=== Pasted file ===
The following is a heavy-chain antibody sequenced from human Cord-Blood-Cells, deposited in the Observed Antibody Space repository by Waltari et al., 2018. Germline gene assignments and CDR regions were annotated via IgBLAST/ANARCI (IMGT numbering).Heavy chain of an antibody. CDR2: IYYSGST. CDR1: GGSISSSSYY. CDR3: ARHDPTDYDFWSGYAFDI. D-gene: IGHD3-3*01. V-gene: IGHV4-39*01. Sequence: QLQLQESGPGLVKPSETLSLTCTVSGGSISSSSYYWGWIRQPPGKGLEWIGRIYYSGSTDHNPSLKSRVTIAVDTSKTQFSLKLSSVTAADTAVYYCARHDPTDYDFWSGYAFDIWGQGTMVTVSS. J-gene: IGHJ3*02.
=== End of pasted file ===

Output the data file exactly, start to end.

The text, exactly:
The following is a heavy-chain antibody sequenced from human Cord-Blood-Cells, deposited in the Observed Antibody Space repository by Waltari et al., 2018. Germline gene assignments and CDR regions were annotated via IgBLAST/ANARCI (IMGT numbering).Heavy chain of an antibody. CDR2: IYYSGST. CDR1: GGSISSSSYY. CDR3: ARHDPTDYDFWSGYAFDI. D-gene: IGHD3-3*01. V-gene: IGHV4-39*01. Sequence: QLQLQESGPGLVKPSETLSLTCTVSGGSISSSSYYWGWIRQPPGKGLEWIGRIYYSGSTDHNPSLKSRVTIAVDTSKTQFSLKLSSVTAADTAVYYCARHDPTDYDFWSGYAFDIWGQGTMVTVSS. J-gene: IGHJ3*02.